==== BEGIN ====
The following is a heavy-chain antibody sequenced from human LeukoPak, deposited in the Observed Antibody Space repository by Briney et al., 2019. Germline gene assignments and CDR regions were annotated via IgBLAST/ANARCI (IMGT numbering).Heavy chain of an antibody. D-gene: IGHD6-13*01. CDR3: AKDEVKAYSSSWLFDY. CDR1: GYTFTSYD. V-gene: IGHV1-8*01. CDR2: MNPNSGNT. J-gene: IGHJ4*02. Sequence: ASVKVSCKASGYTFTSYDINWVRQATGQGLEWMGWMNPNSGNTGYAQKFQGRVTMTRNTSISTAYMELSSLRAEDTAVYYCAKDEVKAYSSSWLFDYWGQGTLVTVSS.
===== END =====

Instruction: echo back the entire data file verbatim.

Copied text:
The following is a heavy-chain antibody sequenced from human LeukoPak, deposited in the Observed Antibody Space repository by Briney et al., 2019. Germline gene assignments and CDR regions were annotated via IgBLAST/ANARCI (IMGT numbering).Heavy chain of an antibody. D-gene: IGHD6-13*01. CDR3: AKDEVKAYSSSWLFDY. CDR1: GYTFTSYD. V-gene: IGHV1-8*01. CDR2: MNPNSGNT. J-gene: IGHJ4*02. Sequence: ASVKVSCKASGYTFTSYDINWVRQATGQGLEWMGWMNPNSGNTGYAQKFQGRVTMTRNTSISTAYMELSSLRAEDTAVYYCAKDEVKAYSSSWLFDYWGQGTLVTVSS.